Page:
The 55% tax charge on inherited pensions will be abolished from April 2015, the Chancellor George Osborne has announced.
Inherited defined contribution (DC) pensions that have a drawdown arrangement or have not been accessed will face new tax treatment depending on the age of the owner on death.
Death after 75 – the beneficiary pays income tax on the pension at their marginal rate. Funds can be accessed in any way including a lump sum option which will be taxed at 45%.
Death before 75 – DC pension pots can be passed on tax-free, whether it is in a drawdown account or untouched (provided it is taken as lump sums or taken via a flexible drawdown arrangement).
The new rules will not apply to annuities or scheme pension.
DC pensions that are already being taken as drawdown are taxed at 55%, regardless of the owner’s age when they die.
Untouched DC pension pots face a 55% tax charge if the individual is over 75 when they die.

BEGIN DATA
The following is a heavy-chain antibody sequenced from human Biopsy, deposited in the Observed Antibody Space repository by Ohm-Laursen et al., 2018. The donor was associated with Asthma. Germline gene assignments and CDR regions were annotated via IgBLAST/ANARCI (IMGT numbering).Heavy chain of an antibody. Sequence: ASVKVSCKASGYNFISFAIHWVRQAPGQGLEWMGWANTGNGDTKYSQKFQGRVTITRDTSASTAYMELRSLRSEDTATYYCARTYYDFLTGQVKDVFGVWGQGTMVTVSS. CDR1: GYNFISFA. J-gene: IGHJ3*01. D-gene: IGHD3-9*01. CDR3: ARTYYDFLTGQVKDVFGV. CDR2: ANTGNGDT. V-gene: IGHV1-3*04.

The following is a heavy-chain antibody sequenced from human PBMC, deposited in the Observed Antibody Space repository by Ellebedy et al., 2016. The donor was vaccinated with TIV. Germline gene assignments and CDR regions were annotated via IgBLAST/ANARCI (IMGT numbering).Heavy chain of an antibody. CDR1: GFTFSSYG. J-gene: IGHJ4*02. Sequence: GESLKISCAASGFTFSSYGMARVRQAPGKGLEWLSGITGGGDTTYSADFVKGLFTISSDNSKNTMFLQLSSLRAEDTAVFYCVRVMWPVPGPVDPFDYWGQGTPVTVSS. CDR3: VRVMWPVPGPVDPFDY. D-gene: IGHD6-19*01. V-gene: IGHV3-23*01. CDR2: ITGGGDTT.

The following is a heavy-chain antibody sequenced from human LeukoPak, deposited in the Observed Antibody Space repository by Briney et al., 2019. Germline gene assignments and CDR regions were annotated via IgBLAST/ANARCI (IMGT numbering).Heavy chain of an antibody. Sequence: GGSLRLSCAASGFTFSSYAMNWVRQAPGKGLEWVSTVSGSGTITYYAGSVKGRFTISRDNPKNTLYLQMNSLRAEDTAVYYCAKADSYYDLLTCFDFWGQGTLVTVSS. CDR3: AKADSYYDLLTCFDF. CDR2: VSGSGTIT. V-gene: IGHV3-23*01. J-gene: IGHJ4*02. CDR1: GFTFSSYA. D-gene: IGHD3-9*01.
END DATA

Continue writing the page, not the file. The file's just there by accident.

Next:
Untouched DC pensions pots where the owner dies under the age of 75 can be passed on as a tax-free lump sum up to the lifetime allowance (£1.25 million for the 2014/15 tax year).
The news has been generally welcomed by the pensions industry and business groups.
Dr Yvonne Braun, head of savings, retirement and social care at the Association of British Insurers, said:
“A 55% tax charge if someone dies before they have accessed their pension fund goes against the grain of the wider government policy of making pension saving more popular by giving people more options on how to use their retirement savings. This is a sensible move which deserves support.”
John Cridland, director general of the Confederation of British Industry, welcomed the changes but urged the government to do more to encourage retirement saving:
“There is a real issue in the UK with people not saving enough for retirement, especially as we are now enjoying longer lives. The government should also commit to keeping the higher rate of tax relief on pensions, as we try to rebuild our savings culture.”
Andrew Tully, pensions technical director at MGM Advantage, said savers should not assume they will be able to pass on their pension tax-free:
“On the face of it these changes are good news for savers with defined contribution pensions and creates great headlines. But the reality is that the vast majority of people retiring with good health should expect to live beyond age 75. So the chances of people passing on tax-free lump sums are slim.”